Agriculture and Regulatory Reform

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Issue Overview

All Americans have an interest in a regulatory process that is transparent and fact-based, respects the will of Congress, and observes the separation of powers in the Constitution. Federal regulations have a direct impact on farmers and ranchers, and over the years, the breadth and extent of that regulatory landscape have increased. AFBF has taken a stand against regulatory overreach and is working to reform the federal regulatory process and preserve farmers’ and ranchers’ land-use and water rights.

All Americans need a regulatory system that is fair, transparent, adheres to the will of Congress, takes economic impacts into account and respects our freedoms.

Regulatory Overload

Today, farmers and ranchers are faced with a flurry of requirements through the Clean Water Act, the Endangered Species Act, the Federal Insecticide, Fungicide and Rodenticide Act, the Food Safety Modernization Act, immigration and labor regulations, and interpretation of the Federal Land Policy and Management Act—to name just a few.

Often, these requirements are the result of federal regulations; sometimes they emanate from court decisions. But no matter how they are established, the result often can be controversial. Stakeholders disagree on the language in the statute, and affected parties disagree on the science, the data or the models underpinning one or the other.

Farm Bureau strongly believes that all Americans, including farmers and ranchers, need a regulatory system that is fair, transparent, adheres to the will of Congress, takes economic impacts into account and respects our freedoms.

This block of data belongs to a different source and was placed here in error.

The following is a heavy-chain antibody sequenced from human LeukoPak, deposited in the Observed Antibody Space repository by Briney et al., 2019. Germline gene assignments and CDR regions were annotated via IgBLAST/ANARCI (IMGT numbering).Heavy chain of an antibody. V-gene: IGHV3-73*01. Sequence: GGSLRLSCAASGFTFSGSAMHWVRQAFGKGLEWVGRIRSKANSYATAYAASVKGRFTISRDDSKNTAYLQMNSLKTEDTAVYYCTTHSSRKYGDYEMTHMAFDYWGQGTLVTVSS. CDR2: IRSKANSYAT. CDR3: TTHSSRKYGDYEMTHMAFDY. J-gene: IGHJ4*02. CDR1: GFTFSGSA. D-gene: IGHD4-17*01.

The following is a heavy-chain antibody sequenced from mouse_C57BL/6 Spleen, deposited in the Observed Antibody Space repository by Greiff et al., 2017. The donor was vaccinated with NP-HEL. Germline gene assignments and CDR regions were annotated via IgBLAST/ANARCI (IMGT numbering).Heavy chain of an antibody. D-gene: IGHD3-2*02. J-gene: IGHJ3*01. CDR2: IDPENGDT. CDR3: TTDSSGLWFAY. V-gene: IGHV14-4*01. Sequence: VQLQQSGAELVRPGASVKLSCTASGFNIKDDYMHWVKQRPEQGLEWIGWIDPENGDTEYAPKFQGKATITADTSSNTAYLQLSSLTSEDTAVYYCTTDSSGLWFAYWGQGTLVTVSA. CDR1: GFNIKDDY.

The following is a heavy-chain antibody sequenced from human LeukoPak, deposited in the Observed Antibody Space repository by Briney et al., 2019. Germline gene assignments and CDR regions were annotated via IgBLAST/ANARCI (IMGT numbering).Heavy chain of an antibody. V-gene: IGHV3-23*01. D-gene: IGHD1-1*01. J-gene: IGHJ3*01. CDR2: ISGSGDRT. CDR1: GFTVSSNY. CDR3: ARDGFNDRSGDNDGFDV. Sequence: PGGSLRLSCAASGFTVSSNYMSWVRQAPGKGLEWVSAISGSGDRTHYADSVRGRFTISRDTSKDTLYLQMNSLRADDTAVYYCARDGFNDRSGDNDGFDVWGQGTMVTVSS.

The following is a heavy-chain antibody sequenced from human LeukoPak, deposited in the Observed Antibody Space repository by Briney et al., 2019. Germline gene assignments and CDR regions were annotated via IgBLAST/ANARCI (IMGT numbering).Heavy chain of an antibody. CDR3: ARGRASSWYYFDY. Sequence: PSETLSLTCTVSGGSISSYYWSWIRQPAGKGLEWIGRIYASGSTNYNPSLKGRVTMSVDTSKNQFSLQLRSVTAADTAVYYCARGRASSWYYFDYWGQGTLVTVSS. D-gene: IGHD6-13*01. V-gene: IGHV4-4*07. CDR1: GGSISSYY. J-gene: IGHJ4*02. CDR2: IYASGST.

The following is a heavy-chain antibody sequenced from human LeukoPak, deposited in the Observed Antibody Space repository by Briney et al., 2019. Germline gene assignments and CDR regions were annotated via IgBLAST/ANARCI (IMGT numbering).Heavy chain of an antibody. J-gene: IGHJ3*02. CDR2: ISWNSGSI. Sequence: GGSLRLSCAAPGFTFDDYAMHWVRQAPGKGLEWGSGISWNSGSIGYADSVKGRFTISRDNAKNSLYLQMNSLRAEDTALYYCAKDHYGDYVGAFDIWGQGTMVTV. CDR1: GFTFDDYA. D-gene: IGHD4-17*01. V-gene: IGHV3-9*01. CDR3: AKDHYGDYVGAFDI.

Reform, Long Overdue

The Administrative Procedure Act, which governs how regulations are set forth, has not changed substantially in the 70 years it has been on the books—meanwhile the federal government has expanded enormously. In 1946, when the APA was signed into law, the entire federal government raised $358 billion in revenue. In 2015, the deficit alone amounted to $439 billion. When the APA was enacted, the federal regulatory landscape did not include the Clean Water Act, the Clean Air Act, the Endangered Species Act, Superfund, wetlands regulations, the Consumer Product Safety Act, the Taft-Hartley Act, Medicare, the Occupational Safety and Health Act, banking laws such as Dodd-Frank, or the Affordable Care Act. Yet all of these laws generate regulations that affect Americans' daily lives.

Policies today are also increasingly determined through the courts because, over the years, federal statutes have granted individuals and organizations the right to file citizen lawsuits. This increase in litigation has been coupled with Supreme Court decisions that grant federal agencies, through the principle of “deference,’ far greater latitude in interpreting the law.  As a result, federal agencies can interpret federal laws in ways never explicitly approved by Congress. Other statutes, like the Equal Access to Justice Act, can allow activists to have their court costs reimbursed.  In sum, many people have evaluated the existing system and found that it falls critically short in providing the transparency, openness and fairness that the system is supposed to provide. 

AFBF Policy

AFBF policy contains many recommendations to improve the federal regulatory system:

  • use of sound science in rulemaking;
  • coordination between USDA and EPA on regulations affecting agriculture;
  • estimating the costs and benefits of regulations;
  • ensuring transparency in the rulemaking process;
  • vigorous congressional oversight;
  • a minimum 60-day comment period on proposed rules;
  • limiting federal agencies’ ability to use social media and similar resources on pending rules; and
  • litigation reform

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